FLORAL COMPOSITION AND PALEOECOLOGICAL IMPLICATIONS OF A LATE NEOGENE FLORA FROM THE GRAY FOSSIL SITE, NORTHEASTERN TN: RESULTS FROM POLLEN ANALYSIS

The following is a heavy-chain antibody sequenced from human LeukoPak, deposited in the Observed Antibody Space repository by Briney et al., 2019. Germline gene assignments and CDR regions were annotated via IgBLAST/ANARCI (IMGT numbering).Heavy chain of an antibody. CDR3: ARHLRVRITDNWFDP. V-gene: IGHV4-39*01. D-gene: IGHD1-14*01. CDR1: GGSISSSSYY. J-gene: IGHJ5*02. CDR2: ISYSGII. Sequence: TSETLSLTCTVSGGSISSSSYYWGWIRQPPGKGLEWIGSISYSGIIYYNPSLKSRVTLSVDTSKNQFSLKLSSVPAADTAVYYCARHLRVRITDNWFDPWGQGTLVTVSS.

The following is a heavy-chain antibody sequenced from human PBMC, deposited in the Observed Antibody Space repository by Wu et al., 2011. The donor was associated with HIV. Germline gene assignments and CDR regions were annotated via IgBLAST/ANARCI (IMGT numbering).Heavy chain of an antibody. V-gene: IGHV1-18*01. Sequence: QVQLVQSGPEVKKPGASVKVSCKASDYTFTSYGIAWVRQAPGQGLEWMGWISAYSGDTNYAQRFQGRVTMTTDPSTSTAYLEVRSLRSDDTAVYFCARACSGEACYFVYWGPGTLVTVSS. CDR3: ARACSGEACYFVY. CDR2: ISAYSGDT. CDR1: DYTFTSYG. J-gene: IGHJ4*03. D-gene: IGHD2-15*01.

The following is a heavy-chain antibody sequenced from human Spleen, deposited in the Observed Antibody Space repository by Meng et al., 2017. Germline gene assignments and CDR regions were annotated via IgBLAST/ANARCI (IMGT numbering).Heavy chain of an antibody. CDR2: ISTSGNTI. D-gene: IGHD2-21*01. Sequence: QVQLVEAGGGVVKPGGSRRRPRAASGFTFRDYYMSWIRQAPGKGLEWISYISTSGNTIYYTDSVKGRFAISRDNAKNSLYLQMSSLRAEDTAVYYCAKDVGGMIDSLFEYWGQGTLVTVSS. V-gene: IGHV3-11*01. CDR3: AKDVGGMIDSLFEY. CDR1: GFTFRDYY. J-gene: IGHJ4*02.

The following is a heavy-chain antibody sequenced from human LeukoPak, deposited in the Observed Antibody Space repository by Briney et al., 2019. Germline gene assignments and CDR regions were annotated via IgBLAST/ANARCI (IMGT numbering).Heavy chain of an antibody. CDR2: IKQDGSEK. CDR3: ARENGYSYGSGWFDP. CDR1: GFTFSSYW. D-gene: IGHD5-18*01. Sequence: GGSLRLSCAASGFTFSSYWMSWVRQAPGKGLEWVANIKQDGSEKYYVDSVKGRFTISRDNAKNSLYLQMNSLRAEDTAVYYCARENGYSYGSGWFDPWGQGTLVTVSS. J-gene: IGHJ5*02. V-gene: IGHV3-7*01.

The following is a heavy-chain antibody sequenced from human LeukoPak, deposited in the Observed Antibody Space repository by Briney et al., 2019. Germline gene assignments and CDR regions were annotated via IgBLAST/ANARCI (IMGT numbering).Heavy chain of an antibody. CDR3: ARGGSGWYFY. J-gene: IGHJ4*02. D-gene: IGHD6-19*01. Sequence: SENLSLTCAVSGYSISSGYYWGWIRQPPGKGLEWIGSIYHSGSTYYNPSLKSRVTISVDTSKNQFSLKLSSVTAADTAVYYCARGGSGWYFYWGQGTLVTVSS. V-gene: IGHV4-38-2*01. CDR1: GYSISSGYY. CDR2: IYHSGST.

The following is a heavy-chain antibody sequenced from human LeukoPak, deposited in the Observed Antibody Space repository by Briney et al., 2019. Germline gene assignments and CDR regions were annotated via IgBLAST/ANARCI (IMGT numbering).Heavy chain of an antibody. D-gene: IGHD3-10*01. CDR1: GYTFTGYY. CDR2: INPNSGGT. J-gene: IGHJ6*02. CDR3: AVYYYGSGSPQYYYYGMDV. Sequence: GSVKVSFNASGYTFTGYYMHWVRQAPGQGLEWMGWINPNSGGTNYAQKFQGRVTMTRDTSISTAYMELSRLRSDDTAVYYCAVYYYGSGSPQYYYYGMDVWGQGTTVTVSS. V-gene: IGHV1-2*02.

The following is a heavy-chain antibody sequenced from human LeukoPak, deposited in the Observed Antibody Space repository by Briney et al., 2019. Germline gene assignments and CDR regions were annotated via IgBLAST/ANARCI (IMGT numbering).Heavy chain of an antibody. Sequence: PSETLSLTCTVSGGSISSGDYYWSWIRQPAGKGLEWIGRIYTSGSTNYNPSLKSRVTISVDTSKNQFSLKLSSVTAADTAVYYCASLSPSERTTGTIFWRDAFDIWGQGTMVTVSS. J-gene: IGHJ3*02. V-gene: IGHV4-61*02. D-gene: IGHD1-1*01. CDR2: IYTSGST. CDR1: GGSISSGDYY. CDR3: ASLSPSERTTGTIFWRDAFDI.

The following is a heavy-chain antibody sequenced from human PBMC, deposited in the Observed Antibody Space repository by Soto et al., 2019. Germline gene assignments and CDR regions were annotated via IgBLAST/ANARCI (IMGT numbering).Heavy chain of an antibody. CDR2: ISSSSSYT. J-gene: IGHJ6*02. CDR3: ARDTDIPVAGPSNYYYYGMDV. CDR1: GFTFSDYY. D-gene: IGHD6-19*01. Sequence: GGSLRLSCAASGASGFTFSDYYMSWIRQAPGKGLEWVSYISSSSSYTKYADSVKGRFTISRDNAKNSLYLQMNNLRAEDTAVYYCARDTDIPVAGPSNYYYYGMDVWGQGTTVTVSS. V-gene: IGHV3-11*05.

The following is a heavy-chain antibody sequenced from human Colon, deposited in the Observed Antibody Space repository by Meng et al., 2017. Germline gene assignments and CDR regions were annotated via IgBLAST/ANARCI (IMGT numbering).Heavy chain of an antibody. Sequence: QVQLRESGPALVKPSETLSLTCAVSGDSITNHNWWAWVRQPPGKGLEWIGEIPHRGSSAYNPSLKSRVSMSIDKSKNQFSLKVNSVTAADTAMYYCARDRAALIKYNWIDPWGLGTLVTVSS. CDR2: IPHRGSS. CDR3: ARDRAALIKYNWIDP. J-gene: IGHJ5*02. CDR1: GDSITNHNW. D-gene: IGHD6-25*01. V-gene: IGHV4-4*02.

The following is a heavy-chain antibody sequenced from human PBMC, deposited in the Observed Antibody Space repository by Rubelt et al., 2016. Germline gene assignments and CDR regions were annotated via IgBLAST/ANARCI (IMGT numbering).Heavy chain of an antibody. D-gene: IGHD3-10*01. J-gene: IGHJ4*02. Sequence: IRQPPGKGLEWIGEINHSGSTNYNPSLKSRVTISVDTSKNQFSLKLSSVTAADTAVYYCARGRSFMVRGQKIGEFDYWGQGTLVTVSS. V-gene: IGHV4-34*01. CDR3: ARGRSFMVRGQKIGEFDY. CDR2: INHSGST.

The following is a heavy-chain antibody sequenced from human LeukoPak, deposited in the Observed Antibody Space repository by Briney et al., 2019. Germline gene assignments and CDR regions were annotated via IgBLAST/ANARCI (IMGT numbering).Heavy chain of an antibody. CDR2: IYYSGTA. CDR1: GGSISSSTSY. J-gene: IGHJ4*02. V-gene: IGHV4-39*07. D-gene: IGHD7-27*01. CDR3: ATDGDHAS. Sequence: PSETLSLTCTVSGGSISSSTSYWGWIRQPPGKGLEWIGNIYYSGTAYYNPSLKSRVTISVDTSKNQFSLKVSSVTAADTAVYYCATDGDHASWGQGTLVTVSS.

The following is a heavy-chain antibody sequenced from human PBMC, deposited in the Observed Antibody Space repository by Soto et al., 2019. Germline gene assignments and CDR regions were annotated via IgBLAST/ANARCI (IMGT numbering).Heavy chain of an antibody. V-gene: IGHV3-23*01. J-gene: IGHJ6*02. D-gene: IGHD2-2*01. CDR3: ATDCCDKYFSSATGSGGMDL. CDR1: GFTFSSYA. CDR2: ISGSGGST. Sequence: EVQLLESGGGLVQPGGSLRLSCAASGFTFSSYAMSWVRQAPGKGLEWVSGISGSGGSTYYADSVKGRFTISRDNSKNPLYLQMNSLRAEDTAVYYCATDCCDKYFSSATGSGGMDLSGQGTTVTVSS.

A palynological analysis was conducted on 46 samples collected from 6 test pits at the site. Comparative modern pollen data were acquired from 144 sites from the North America and Greenland Modern Pollen Database. These sites were carefully chosen using the presence of crocodilians (Alligator sp.) as a proxy for temperature; hence, we only selected those sites where Alligator currently occur. To quantitatively compare the floral composition from the fossil site at Gray with those modern floras, we used the following three methods, e.g., Detrended Correspondence (DCA), Hierarchical Cluster (HCA), and Discriminate Analyses (DA). The GFS pollen profiles exhibit a low diversity and little variation in the pollen assemblages throughout the site. Over 90 % of the palynoflora is dominanted by Quercus, Carya, and Pinus, and less than 10 % of the flora is comprised of Pterocarya, Juglans, Ulmus, Tsuga and Chenopodiaceae-Amaranthaceae among other rare taxa. Fossil charcoals are common throughout the section, suggesting wildfires may have been a significant disturbance factor. The DA was employed to help identify the best comparable modern pollen assemblages, which are distributed mainly along the Mississippi river valley and the northern limit of the Atlantic coastal plain. The dominance of Oak – Hickory elements and the abundant occurrence of charcoals in the flora suggest that the Mio-Pliocene GFS region may have been subject to a distinct wet-dry seasonal pattern and the frost-line was shifted further north, permitting a more northern distribution of warm temperate – subtropical elements, e.g., alligators, Nyssa, and Pterocarya, as seen at the Gray Fossil Site.